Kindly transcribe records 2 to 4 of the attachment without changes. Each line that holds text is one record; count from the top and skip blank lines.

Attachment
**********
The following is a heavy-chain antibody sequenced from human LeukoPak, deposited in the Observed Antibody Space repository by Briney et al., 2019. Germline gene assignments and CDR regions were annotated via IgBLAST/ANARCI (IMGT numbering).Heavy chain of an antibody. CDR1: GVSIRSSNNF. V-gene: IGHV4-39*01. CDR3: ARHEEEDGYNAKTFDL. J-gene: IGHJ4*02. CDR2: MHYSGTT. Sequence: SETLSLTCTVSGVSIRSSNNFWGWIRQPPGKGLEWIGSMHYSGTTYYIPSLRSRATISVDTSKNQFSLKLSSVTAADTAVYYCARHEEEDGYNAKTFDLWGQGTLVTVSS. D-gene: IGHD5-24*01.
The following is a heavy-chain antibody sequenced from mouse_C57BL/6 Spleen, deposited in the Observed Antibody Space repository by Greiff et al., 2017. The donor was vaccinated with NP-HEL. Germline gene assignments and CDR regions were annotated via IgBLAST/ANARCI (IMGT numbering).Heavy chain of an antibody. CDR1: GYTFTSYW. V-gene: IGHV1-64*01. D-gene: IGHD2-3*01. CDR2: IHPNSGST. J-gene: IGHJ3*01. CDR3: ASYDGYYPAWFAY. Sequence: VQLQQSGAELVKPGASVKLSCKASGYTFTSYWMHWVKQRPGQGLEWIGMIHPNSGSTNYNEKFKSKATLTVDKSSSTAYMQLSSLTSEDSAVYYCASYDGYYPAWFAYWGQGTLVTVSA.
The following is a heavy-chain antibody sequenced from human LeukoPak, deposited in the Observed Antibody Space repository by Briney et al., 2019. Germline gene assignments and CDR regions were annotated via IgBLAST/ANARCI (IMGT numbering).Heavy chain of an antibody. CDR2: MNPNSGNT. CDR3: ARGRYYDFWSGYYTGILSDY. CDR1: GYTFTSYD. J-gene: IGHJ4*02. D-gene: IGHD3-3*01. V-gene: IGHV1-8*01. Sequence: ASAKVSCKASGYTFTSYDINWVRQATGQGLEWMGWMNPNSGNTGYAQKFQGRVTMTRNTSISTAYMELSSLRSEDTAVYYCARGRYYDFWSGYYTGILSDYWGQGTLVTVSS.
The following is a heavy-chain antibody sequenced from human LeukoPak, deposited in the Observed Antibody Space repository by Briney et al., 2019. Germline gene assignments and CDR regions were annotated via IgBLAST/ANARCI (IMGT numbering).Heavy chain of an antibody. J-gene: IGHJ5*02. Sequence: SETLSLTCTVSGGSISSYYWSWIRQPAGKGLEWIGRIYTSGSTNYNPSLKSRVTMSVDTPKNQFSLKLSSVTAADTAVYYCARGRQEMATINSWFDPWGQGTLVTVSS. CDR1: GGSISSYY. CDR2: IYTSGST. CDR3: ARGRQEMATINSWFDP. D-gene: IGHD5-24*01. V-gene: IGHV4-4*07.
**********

The following is a heavy-chain antibody sequenced from mouse_C57BL/6 Spleen, deposited in the Observed Antibody Space repository by Greiff et al., 2017. The donor was vaccinated with NP-HEL. Germline gene assignments and CDR regions were annotated via IgBLAST/ANARCI (IMGT numbering).Heavy chain of an antibody. CDR1: GYTFTSYW. V-gene: IGHV1-64*01. D-gene: IGHD2-3*01. CDR2: IHPNSGST. J-gene: IGHJ3*01. CDR3: ASYDGYYPAWFAY. Sequence: VQLQQSGAELVKPGASVKLSCKASGYTFTSYWMHWVKQRPGQGLEWIGMIHPNSGSTNYNEKFKSKATLTVDKSSSTAYMQLSSLTSEDSAVYYCASYDGYYPAWFAYWGQGTLVTVSA.
The following is a heavy-chain antibody sequenced from human LeukoPak, deposited in the Observed Antibody Space repository by Briney et al., 2019. Germline gene assignments and CDR regions were annotated via IgBLAST/ANARCI (IMGT numbering).Heavy chain of an antibody. CDR2: MNPNSGNT. CDR3: ARGRYYDFWSGYYTGILSDY. CDR1: GYTFTSYD. J-gene: IGHJ4*02. D-gene: IGHD3-3*01. V-gene: IGHV1-8*01. Sequence: ASAKVSCKASGYTFTSYDINWVRQATGQGLEWMGWMNPNSGNTGYAQKFQGRVTMTRNTSISTAYMELSSLRSEDTAVYYCARGRYYDFWSGYYTGILSDYWGQGTLVTVSS.
The following is a heavy-chain antibody sequenced from human LeukoPak, deposited in the Observed Antibody Space repository by Briney et al., 2019. Germline gene assignments and CDR regions were annotated via IgBLAST/ANARCI (IMGT numbering).Heavy chain of an antibody. J-gene: IGHJ5*02. Sequence: SETLSLTCTVSGGSISSYYWSWIRQPAGKGLEWIGRIYTSGSTNYNPSLKSRVTMSVDTPKNQFSLKLSSVTAADTAVYYCARGRQEMATINSWFDPWGQGTLVTVSS. CDR1: GGSISSYY. CDR2: IYTSGST. CDR3: ARGRQEMATINSWFDP. D-gene: IGHD5-24*01. V-gene: IGHV4-4*07.